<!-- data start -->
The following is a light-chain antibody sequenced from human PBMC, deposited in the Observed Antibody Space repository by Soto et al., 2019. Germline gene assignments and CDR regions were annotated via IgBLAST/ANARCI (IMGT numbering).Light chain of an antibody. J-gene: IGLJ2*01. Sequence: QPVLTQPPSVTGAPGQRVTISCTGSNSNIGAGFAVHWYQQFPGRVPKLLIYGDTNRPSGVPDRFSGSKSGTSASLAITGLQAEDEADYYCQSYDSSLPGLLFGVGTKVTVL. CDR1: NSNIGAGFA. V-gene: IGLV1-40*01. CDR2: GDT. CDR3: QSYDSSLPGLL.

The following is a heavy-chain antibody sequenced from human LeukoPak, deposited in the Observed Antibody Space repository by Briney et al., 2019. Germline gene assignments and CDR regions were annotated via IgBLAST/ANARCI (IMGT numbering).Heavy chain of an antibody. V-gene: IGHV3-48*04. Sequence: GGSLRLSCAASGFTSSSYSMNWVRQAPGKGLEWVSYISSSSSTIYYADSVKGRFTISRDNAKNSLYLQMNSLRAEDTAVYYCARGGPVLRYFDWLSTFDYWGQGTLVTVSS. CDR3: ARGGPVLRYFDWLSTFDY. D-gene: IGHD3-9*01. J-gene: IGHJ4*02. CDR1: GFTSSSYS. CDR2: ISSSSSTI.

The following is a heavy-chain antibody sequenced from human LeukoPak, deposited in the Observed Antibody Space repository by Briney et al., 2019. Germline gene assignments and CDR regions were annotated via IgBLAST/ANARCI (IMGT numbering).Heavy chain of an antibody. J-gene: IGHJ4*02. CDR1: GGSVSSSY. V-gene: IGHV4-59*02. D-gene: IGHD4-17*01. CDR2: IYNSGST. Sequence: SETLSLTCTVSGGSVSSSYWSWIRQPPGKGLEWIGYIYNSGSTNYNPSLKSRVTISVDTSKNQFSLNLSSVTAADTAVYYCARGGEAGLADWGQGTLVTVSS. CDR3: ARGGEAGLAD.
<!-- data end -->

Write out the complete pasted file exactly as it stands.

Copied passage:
The following is a light-chain antibody sequenced from human PBMC, deposited in the Observed Antibody Space repository by Soto et al., 2019. Germline gene assignments and CDR regions were annotated via IgBLAST/ANARCI (IMGT numbering).Light chain of an antibody. J-gene: IGLJ2*01. Sequence: QPVLTQPPSVTGAPGQRVTISCTGSNSNIGAGFAVHWYQQFPGRVPKLLIYGDTNRPSGVPDRFSGSKSGTSASLAITGLQAEDEADYYCQSYDSSLPGLLFGVGTKVTVL. CDR1: NSNIGAGFA. V-gene: IGLV1-40*01. CDR2: GDT. CDR3: QSYDSSLPGLL.

The following is a heavy-chain antibody sequenced from human LeukoPak, deposited in the Observed Antibody Space repository by Briney et al., 2019. Germline gene assignments and CDR regions were annotated via IgBLAST/ANARCI (IMGT numbering).Heavy chain of an antibody. V-gene: IGHV3-48*04. Sequence: GGSLRLSCAASGFTSSSYSMNWVRQAPGKGLEWVSYISSSSSTIYYADSVKGRFTISRDNAKNSLYLQMNSLRAEDTAVYYCARGGPVLRYFDWLSTFDYWGQGTLVTVSS. CDR3: ARGGPVLRYFDWLSTFDY. D-gene: IGHD3-9*01. J-gene: IGHJ4*02. CDR1: GFTSSSYS. CDR2: ISSSSSTI.

The following is a heavy-chain antibody sequenced from human LeukoPak, deposited in the Observed Antibody Space repository by Briney et al., 2019. Germline gene assignments and CDR regions were annotated via IgBLAST/ANARCI (IMGT numbering).Heavy chain of an antibody. J-gene: IGHJ4*02. CDR1: GGSVSSSY. V-gene: IGHV4-59*02. D-gene: IGHD4-17*01. CDR2: IYNSGST. Sequence: SETLSLTCTVSGGSVSSSYWSWIRQPPGKGLEWIGYIYNSGSTNYNPSLKSRVTISVDTSKNQFSLNLSSVTAADTAVYYCARGGEAGLADWGQGTLVTVSS. CDR3: ARGGEAGLAD.